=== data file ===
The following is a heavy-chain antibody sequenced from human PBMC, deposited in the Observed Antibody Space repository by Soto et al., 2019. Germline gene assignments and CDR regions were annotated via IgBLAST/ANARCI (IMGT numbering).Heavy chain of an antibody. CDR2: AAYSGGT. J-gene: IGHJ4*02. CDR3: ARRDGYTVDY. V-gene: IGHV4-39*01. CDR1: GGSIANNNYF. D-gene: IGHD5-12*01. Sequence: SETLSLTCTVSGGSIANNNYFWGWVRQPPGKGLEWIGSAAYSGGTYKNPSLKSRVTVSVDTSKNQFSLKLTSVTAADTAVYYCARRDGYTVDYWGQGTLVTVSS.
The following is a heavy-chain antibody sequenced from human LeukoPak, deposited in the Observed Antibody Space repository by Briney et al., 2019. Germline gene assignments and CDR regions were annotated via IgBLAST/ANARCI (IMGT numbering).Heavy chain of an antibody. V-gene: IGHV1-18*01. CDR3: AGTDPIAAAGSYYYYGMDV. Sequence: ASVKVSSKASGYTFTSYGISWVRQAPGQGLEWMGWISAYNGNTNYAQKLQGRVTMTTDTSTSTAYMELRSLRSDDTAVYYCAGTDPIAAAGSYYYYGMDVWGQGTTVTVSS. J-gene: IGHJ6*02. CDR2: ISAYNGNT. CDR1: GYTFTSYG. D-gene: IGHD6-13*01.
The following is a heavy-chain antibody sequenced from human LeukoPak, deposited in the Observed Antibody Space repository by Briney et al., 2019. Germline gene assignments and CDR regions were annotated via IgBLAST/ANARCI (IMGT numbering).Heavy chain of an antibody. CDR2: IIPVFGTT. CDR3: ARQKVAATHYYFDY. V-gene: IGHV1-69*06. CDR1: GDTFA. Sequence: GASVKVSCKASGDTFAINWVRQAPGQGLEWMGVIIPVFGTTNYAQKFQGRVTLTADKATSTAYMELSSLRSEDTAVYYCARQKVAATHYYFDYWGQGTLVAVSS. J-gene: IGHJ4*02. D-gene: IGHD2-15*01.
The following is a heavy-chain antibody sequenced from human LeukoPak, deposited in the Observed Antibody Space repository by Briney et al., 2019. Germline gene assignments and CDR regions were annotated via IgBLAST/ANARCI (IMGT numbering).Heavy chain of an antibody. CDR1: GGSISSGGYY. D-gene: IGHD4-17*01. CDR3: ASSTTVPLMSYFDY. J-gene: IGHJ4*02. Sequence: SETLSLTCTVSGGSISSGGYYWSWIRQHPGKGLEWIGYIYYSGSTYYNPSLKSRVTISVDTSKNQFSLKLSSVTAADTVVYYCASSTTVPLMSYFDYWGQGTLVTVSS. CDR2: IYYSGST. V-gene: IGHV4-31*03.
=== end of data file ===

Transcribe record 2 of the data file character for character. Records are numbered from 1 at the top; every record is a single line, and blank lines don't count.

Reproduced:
The following is a heavy-chain antibody sequenced from human LeukoPak, deposited in the Observed Antibody Space repository by Briney et al., 2019. Germline gene assignments and CDR regions were annotated via IgBLAST/ANARCI (IMGT numbering).Heavy chain of an antibody. V-gene: IGHV1-18*01. CDR3: AGTDPIAAAGSYYYYGMDV. Sequence: ASVKVSSKASGYTFTSYGISWVRQAPGQGLEWMGWISAYNGNTNYAQKLQGRVTMTTDTSTSTAYMELRSLRSDDTAVYYCAGTDPIAAAGSYYYYGMDVWGQGTTVTVSS. J-gene: IGHJ6*02. CDR2: ISAYNGNT. CDR1: GYTFTSYG. D-gene: IGHD6-13*01.